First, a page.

Daily Market Update: UK Budget and Fed rate decision in the spotlight
UK Budget and Fed rate decision in the spotlight.
The main economic data yesterday came from the US where retail sales fell less than expected in February with a 0.1% drop in overall sales versus -0.2% expected. This was mainly due to fewer auto sales and cheaper fuel, and this coupled with a downward revision in January to -0.4% from a previously reported 0.2% increase may signal growth fears in the US. In a separate report the Labour department said its producer price index dropped 0.2% last month on lower energy and food costs after moving up 0.1% in January.
In other US data news the Federal Reserve Bank of New York said that Empire State manufacturing rose to a seasonally adjusted 0.62 from -16.64 previously, a fall to 10 was expected and this is the first positive figure since July. The housing market index remained unchanged at 58 last month with 59 expected.
Overnight Donald Trump and Hillary Clinton have tightened their grip on the White House race after critical victories in five state primaries. Trump won a decisive victory in the key state of Florida but lost to John Kasich in Ohio. He has also won in Illinois and North Carolina. Meanwhile, Marco Rubio dropped out of the Republican race after losing in his home state of Florida. Democratic frontrunner Hillary Clinton extended her lead with wins in Florida, Ohio, Illinois and North Carolina.
In the Euro Zone French CPI came in at 0.3% as expected up from -1.1% previously while Euro Zone employment gained 0.3% in the fourth quarter. To the day ahead, in the UK we have the labour market report released at 9:30. Average weekly earnings growth edged down on a yoy basis over the final quarter of 2015, the three month average wage growth rose 3% yoy in September but just 1.9% yoy in December, and analysts expect a modest rise to 2% for this period. The unemployment rate is expected to remain unchanged at 5.1%
At 12:30 Chancellor George Osborne will give his statement on the 2016 UK budget. He is expected to pledge to improve schools, build more homes and raise the income tax threshold for low and middle earners. However the budget looks set to be one of the least eventful of recent times, likely to include only minor revisions to economic growth forecasts and small reductions to borrowing estimates (the forthcoming EU referendum has arguably limited Osborne’s room to manoeuvre). The budget had been expected to bring significant changes to pension savings but media reports on the BBC over the weekend cited ‘Treasury sources’ stating that it was ‘not the right time’.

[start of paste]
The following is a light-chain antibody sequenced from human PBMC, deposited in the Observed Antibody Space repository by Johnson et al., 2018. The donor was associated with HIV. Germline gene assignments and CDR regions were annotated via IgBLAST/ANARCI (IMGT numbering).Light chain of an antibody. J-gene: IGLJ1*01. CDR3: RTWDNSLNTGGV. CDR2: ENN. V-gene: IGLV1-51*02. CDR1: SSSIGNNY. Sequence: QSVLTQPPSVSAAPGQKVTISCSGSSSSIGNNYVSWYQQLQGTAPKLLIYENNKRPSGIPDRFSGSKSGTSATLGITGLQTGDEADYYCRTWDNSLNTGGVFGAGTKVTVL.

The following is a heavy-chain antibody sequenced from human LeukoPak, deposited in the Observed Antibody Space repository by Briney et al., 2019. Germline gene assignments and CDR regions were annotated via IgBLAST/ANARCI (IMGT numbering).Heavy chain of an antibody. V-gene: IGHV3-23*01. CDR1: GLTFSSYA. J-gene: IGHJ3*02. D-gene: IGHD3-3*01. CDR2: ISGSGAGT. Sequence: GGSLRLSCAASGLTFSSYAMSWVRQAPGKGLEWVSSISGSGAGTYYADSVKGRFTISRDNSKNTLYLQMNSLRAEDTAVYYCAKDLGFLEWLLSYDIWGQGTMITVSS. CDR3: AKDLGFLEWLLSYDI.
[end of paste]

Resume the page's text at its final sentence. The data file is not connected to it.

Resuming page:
In the US the Federal Reserve is under the spotlight tonight when the interest rate decision is released at 18:00, followed by a press conference with Janet Yellen at 18:30. Markets are not expecting a second rate hike (market implied odds of the Fed tightening are 2%) with the Fed facing a difficult balancing act between US economic data, which has for the most part been strong, and uncertainties about the global outlook. The Fed will also release its latest forecasts for growth and inflation, and the Fed ‘dot plot’ (which shows each Fed participants estimate for the year-end fed funds rate) which will be closely scrutinised.
Also released in the US today at 12:30 is data on housing starts, building permits and CPI. CPI will be closely monitored despite not being the Fed’s preferred inflation measure, it came in flat in January with a reading of -0.2% expected for February. Industrial production is released at 13:15 with markets expecting a reading of -0.3% down from 0.9% previously. A quiet day ahead in the Euro Zone with just construction output released at 10:00. Have a great St. Patrick’s Day tomorrow!